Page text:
Gov. Gretchen Whitmer of Michigan signed orders on Monday to revamp the state’s environmental policy apparatus, becoming the latest newly elected Democratic leader in an industrial swing state to pick up the reins of action on climate change.
Whitmer is creating a new office of climate and energy that will coordinate efforts across state government to address climate change and will ensure that climate change is a consideration in the vetting of new policies.
She also signed an order to join the U.S. Climate Alliance, a group of governors who commit to upholding the principles of the Paris climate agreement. Michigan is the 20th governor to join, following similar actions by others who came to power after running green campaigns and toppling Republican incumbents. In the past few weeks, the governors of Illinois and New Mexico have also joined.
Michigan stood out as a fulcrum of Donald Trump’s narrow electoral victory. It’s an economic monument to the internal combustion engine, but also a place where the urgency of confronting environmental challenges, including climate change, can’t be ignored.
“We see this as part of a larger trend we’re seeing across the country with new governors who ran on climate, who ran on transitions to 100 percent clean energy,” said Sara Jordan, manager of the League of Conservation Voters’ Clean Energy for All campaign. “I think you’re seeing a lot of these governors not wanting to be left behind in this transition.”
Pam Kiely, director of state climate policy for the Environmental Defense Fund, said the flurry of activity at the state level is tied to widespread frustration with the Trump administration’s deregulatory agenda.
“We are at a moment in time when state leadership is not going to wait for the climate crisis to be solved in Washington,” she said.
A few other states have climate change offices, including California and New York.
New Offices, But No New Funding Yet
The full list of changes Whitmer announced is long, and most of the new functions and offices will be part of an expanded Department of Environmental Quality, which is now renamed the Department of Environment, Great Lakes and Energy.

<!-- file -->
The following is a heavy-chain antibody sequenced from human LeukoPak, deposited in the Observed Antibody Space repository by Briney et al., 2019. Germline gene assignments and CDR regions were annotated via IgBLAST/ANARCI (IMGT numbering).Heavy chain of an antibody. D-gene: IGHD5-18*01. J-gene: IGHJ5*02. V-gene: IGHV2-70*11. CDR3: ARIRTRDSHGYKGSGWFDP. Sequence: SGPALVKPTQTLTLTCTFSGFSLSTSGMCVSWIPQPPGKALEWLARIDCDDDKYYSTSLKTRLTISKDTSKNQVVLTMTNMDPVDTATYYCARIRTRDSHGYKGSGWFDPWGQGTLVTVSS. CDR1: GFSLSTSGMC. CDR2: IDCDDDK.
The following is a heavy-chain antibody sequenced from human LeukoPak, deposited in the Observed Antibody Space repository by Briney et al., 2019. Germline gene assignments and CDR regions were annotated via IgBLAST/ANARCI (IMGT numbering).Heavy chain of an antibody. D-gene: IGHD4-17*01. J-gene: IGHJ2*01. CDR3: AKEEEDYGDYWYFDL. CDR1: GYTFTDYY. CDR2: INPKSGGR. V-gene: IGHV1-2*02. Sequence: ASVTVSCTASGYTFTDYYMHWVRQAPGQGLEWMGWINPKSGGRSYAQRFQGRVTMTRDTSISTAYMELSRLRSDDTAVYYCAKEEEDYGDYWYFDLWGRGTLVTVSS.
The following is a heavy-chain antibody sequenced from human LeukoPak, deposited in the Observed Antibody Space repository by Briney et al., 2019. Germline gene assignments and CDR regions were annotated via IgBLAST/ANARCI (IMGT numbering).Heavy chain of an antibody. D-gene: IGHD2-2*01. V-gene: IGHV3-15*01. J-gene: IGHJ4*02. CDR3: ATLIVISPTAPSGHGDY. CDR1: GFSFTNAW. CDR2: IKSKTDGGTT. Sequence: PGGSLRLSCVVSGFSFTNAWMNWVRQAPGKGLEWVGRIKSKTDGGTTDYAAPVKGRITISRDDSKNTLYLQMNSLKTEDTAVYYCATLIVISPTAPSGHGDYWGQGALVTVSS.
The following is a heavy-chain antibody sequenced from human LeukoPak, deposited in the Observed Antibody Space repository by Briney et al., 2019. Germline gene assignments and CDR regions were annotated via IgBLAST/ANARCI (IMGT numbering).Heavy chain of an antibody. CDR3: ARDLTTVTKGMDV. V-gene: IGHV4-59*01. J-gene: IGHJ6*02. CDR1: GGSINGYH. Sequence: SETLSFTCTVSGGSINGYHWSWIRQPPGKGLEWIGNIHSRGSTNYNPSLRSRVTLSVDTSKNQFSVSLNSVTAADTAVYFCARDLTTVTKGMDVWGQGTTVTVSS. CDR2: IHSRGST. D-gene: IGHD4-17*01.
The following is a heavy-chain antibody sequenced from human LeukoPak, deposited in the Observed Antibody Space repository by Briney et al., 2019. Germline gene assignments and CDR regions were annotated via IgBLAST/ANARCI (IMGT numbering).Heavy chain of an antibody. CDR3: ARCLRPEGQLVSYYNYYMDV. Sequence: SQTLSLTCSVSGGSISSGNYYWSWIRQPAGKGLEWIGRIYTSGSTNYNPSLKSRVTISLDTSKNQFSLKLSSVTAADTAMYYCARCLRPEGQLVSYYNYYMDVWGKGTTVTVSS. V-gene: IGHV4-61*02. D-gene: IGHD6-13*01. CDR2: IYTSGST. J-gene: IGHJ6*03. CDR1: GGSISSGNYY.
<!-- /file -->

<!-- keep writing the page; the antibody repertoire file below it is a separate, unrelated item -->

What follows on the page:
This includes three other new offices: Office of the Environmental Justice Public Advocate, the Interagency Environmental Justice Response Team, and the Clean Water Public Advocate. Each of these touch on the fallout from the lingering lead poisoning crisis in Flint, and a desire to better address these kinds of problems.
For now, the new offices will need to ramp up with existing state employees, because this type of order does not come with additional funding. Both chambers of the legislature are dominated by Republicans.
Whitmer also is eliminating advisory panels that gave businesses a prominent voice in how state environmental rules and permits were handled. The panels were created by her Republican predecessor, Rick Snyder, and criticized by environmental advocates.
‘We Make Decisions Based on Science’
Whitmer said at a news conference that her actions communicate “that we take this very seriously, that we make decisions based on science and that we are going to do everything we can to mitigate human impacts that are warming the globe and changing our climate forever.”
She said the urgency to act is underscored by the wild swings in weather the state has seen in the last week. The daytime high was more than 50 degrees in Lansing on Monday, well above normal for this time of year. “I know you all remember that just five days ago we had a wind chill of negative 52 in the Upper Peninsula,” she said.
Erratic and extreme weather can be exacerbated by climate change and can threaten the state’s economy, she said.
The National Climate Assessment describes several more risks that climate change poses to the Midwest region, including to the Great Lakes, forests, agriculture, infrastructure and human health.
While extreme cold was the experience last week, extreme heat is a larger concern, as outlined in a new report on Michigan’s climate risks from the Natural Resources Defense Council. The report also points to flooding and the spread of mosquito- and tick-borne infections, both of which can be exacerbated by climate change.
Most of the climate-related problems touching Michigan are also affecting other Great Lakes states. Whitmer is one of a new crop of governors in those states, most whom are pledging to make climate a high priority.